between the plain and lean concrete, instead the whole beam cracked as soon as the stresses
reached the fatigue limit in the lean concrete. Since the bonding was extremely good for all
beams, the cracking of the beams can be explained by the natural behaviour of a crack
development; the crack develops at the smallest cross-section, in the most stressed region, and
opens perpendicularly to the stress direction. The crack develops because there is a
concentration of stresses at the end of the crack, see Figure Nos. 10 - 11. Stresses and strains
have to be taken care of by a smaller and smaller cross-section, and these stresses are
multiplied instantly at the end of the crack. The bond between the lean and plain concrete
allows strains and stresses to pass through the interface, and a stress concentration at the
interface is therefore possible.
15
The tests also show that the deflections grow linearly in a logarithmic diagram. This also has
been observed when testing plain and lean concrete separately. The deflection did not show
any signs of intermediate cracking either.
Figure 10. Finite element model (FE-model) showing the stress concentration over the crack of a
partly cracked beam with plain concrete on top and lean concrete in the bottom. Full bond is
considered. The model constitutes of shell elements and is modelled in the finite element analysis
(FEA) software LUSAS Bridge (LUSAS, 2006).
0,1
FE-model uncracked F=5,00 kN
0,09
Equation (2), F=6,65 kN uncracked
H [m] (LC up to 0.03 m)
0,08
FE-model cracked (120*120 mesh)
PCC F=6,65 kN
0,07
0,06
0,05
0,04
0,03
0,02
0,01
0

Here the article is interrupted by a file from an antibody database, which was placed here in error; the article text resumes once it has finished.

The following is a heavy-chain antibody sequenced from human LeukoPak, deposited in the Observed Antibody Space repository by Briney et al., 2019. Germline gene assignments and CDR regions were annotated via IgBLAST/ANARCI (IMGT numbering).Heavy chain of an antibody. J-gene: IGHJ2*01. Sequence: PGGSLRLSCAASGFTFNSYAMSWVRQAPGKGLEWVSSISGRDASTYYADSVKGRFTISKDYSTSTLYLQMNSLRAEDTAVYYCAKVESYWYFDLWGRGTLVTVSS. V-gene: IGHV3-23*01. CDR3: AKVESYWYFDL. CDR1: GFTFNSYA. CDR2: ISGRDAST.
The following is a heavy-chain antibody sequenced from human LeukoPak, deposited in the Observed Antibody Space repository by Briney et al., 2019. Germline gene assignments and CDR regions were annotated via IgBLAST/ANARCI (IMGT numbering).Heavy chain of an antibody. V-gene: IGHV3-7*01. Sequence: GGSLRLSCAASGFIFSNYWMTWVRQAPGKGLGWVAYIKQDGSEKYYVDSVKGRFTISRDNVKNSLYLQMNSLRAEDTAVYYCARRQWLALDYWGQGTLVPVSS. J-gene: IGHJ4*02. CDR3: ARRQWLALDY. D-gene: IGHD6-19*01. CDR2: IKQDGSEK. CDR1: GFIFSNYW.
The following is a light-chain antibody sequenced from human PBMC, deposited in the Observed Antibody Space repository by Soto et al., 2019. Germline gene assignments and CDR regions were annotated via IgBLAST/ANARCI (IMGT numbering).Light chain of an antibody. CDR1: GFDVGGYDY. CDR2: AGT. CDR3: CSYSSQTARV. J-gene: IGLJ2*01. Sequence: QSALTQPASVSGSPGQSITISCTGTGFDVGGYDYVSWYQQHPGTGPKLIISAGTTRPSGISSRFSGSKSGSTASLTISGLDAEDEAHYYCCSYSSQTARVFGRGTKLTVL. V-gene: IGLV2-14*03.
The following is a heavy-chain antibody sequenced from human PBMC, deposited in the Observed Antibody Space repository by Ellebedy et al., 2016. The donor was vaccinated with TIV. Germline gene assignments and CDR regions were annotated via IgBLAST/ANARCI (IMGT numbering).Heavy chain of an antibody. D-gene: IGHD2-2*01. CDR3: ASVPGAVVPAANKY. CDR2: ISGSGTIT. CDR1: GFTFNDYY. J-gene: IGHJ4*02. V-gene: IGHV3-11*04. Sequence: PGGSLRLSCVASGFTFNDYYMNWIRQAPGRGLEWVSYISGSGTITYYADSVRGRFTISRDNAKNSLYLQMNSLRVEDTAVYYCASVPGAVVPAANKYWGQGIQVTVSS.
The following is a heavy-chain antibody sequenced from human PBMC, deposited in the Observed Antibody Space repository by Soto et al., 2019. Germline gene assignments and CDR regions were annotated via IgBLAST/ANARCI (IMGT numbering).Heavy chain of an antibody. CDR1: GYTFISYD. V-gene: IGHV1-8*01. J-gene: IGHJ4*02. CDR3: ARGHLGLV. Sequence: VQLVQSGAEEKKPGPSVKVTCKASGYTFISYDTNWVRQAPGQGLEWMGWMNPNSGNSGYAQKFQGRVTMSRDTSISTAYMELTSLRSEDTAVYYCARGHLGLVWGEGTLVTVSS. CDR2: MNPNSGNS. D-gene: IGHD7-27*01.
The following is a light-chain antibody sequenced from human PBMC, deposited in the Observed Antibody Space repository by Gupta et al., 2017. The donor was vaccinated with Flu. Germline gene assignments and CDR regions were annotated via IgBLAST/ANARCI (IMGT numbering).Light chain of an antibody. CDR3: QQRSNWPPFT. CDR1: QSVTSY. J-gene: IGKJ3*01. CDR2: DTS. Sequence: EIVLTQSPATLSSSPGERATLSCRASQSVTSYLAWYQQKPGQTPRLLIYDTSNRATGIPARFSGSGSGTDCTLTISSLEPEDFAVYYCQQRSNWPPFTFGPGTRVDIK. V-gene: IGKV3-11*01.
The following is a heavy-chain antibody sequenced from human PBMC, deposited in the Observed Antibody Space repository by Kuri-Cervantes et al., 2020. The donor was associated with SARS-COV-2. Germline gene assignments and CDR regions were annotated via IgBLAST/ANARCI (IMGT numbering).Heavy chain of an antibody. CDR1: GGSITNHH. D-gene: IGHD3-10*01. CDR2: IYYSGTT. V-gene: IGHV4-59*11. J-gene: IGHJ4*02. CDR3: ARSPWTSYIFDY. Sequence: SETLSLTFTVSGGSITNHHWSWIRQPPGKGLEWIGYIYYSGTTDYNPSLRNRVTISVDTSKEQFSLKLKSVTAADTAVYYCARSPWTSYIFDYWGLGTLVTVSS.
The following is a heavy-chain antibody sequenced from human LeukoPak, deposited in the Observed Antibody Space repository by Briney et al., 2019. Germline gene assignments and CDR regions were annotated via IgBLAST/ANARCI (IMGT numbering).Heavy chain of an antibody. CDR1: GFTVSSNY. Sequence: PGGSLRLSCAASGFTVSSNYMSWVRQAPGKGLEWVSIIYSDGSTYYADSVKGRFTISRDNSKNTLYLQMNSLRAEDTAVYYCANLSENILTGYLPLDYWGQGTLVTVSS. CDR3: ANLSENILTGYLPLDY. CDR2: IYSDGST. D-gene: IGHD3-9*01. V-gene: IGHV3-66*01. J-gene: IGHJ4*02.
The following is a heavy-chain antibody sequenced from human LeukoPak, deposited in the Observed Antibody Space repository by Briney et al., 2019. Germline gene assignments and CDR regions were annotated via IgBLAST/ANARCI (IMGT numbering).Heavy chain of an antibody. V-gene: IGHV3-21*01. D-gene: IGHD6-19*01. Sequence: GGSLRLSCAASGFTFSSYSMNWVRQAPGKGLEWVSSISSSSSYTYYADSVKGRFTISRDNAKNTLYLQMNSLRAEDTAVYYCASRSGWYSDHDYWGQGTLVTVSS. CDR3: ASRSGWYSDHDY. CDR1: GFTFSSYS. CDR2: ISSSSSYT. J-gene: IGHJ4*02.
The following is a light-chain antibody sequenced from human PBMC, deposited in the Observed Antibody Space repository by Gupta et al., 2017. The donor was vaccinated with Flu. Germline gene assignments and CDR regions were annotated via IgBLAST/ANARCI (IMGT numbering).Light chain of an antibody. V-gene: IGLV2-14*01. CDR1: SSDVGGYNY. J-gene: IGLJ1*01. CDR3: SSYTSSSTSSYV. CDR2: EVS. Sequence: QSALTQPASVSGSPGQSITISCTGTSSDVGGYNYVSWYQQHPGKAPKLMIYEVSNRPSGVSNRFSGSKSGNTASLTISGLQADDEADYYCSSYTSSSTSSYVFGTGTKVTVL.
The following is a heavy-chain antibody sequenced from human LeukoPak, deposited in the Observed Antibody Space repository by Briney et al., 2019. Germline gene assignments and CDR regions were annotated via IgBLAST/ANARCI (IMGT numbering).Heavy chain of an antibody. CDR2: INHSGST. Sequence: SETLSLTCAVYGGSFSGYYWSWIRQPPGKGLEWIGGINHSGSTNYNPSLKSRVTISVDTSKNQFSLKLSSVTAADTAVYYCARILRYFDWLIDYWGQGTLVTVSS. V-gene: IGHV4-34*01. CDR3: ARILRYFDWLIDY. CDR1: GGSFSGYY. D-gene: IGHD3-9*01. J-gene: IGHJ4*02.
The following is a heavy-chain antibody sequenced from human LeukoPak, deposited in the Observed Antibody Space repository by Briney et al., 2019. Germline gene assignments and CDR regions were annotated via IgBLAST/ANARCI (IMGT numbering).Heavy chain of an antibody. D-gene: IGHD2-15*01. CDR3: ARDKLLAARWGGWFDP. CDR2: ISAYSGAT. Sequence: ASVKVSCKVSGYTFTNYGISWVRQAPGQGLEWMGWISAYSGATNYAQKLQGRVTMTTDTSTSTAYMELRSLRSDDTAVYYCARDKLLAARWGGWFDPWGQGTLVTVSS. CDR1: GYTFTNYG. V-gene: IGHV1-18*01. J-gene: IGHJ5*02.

-8,00E+06
-6,00E+06
-4,00E+06
-2,00E+06
0,00E+00
2,00E+06
4,00E+06
6,00E+06
8,00E+06
1,00E+07
Stresses [MPa]
Figure 11. Stress distribution over the cross-section at the crack calculated with Equation (2), and the
FEA software, LUSAS Bridge. Stresses are concentrated in the bottom of the plain concrete layer
above the crack in the lean concrete. The stresses (8 MPa) exceed the strength limit (5.5 MPa) for the
plain concrete, which results in reflection cracks. The bond is set to 100 % in the FE-model.
16
CONCLUSIONS
In the flexural fatigue tests, the first four beams had the same height of both plain and lean
concrete. These four beams showed consistent fatigue properties; full bond and no crack
development were observed. In the tests where the height of the lean concrete was
approximately half of the plain concrete, the fatigue was superior compared to Tepfers’
fatigue criterion. These beams were tested in a trial to achieve partial cracking in the
specimen. The load levels were chosen in a way that, even though the lean concrete would
fail, the plain concrete would be sufficiently thick to could carry the applied load. However,
all beams cracked entirely and no partial cracking was observed. The cracking is explained by
(1) the full bond between the materials that allowed stresses to pass through the interface, and
(2) the concentrated stresses that are assembled at the crack opening, caused by the decreasing
cross-section.
The phenomenon of entire cracking of the cross-section is referred to as reflection cracks, and
challenges the question on whether the bond really is desirable or not, i.e. strength versus risk
of cracking. The conclusion is that bond may be detrimental because it ruins the whole section
and is difficult to control.
The higher flexural fatigue strength of the beams with a relatively thinner lean concrete layer
is explained by a possible prestress from the shrinkage of the plain concrete on top. It is likely
that a thinner lean concrete layer is more influenced by this prestress.
The deflection increased steadily throughout every test, and as the specimen come near the
fatigue limit the deflections grow more rapidly. The increasing deflections work as a